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Angelo San Giorgio was on hand for Cruise Craft’s latest premier, taking the company's new leading lady, the Explorer 595, for a joyride.

The Cruise Craft Explorer 595. Heaps of fishing work room and s top ride.

I hate sequels. No matter how good the intentions of their creators, they just never seem to live up to expectations and often leave me frustrated and unfulfilled. So I must confess, when I first heard tell of this new Cruise Craft, I was at once excited and concerned. While the promise of a new model with more fishing room titillated me, alarm bells rang as to the sanity of fiddling with an instant blockbuster so soon after its debut.


Cruise Craft has been riding the crest of a wave recently, with new models being released out of its factory in Hemmant, Queensland, with fair regularity.

First, there was the Explorer 530 that featured in Australia's Greatest Boats (AGB) 2011. Then they backed up with the multi-talented Outsider 595 walkaround (tested in TrailerBoat issue #277), and more recently the Explorer 685 enclosed hardtop, which actually went on to claim AGB Fibreglass honours for 2012.

In true Cruise Craft fashion, each boat builds on sound foundations, but incorporates lessons learned from every new model released.

I must admit I know these boats very well because in my previous life I actually sold many of the first Outsider 595s after the model's release last year.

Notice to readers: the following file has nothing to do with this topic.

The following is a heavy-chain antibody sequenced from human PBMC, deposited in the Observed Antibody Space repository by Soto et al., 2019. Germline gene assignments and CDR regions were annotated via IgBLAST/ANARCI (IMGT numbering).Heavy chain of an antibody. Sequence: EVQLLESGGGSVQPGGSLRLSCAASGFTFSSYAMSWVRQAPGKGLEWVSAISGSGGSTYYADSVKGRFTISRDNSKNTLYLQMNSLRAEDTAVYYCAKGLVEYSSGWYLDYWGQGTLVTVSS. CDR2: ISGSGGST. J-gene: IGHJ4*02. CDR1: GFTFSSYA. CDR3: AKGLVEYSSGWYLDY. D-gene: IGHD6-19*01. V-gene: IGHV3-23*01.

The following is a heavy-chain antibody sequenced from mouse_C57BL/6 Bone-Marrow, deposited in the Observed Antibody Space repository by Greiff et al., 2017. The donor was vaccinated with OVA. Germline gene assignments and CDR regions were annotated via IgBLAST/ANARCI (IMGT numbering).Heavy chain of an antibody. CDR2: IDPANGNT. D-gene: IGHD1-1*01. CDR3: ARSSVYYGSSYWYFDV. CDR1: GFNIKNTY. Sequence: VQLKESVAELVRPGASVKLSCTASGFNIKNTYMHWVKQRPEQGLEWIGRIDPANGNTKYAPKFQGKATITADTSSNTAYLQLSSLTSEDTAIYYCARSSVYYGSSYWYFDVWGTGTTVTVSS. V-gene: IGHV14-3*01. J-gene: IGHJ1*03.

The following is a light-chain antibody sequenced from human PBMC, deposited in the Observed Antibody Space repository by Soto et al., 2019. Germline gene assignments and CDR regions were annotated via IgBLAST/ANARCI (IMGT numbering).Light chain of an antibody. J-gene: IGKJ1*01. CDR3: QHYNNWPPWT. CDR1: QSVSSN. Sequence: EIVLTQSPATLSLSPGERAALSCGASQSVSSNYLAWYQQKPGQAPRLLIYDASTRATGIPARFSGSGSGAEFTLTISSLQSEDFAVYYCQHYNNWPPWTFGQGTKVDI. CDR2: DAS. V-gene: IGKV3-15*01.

An evolution of the New Generation Cruise Craft hulls first employed on the Explorer 530, the Outsider 595 features a moderate "Carolina" flare and raised hip line, creating a fuller yet drier hull that also looks the business.

However, rather than the Explorer 595 coming across as more of the same, it manages to forge its own identity. This is not really surprising, though, because for a long time now Cruise Craft has produced two variants of several of its hulls: one a "conventional" cuddy (Explorer) and the other a walkaround design (Outsider). This is really quite clever since the underwater architecture that dictates ride and stability stays the same while the top deck and internals are rejigged to appeal to two different boating audiences.

Explorer models sport shorter cabins while Outsiders are blessed with longer ones, resulting in a slightly different weight distribution and driving position. But both remain eminently useable.